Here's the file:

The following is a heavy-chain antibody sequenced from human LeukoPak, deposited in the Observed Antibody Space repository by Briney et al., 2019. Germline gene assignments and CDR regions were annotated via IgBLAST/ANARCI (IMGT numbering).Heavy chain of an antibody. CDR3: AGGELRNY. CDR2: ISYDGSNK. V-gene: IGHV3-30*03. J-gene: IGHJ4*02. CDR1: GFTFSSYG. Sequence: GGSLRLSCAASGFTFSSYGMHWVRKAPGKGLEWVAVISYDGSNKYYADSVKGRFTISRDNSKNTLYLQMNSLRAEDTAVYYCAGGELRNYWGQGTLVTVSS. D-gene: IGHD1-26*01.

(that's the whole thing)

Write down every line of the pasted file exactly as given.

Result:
The following is a heavy-chain antibody sequenced from human LeukoPak, deposited in the Observed Antibody Space repository by Briney et al., 2019. Germline gene assignments and CDR regions were annotated via IgBLAST/ANARCI (IMGT numbering).Heavy chain of an antibody. CDR3: AGGELRNY. CDR2: ISYDGSNK. V-gene: IGHV3-30*03. J-gene: IGHJ4*02. CDR1: GFTFSSYG. Sequence: GGSLRLSCAASGFTFSSYGMHWVRKAPGKGLEWVAVISYDGSNKYYADSVKGRFTISRDNSKNTLYLQMNSLRAEDTAVYYCAGGELRNYWGQGTLVTVSS. D-gene: IGHD1-26*01.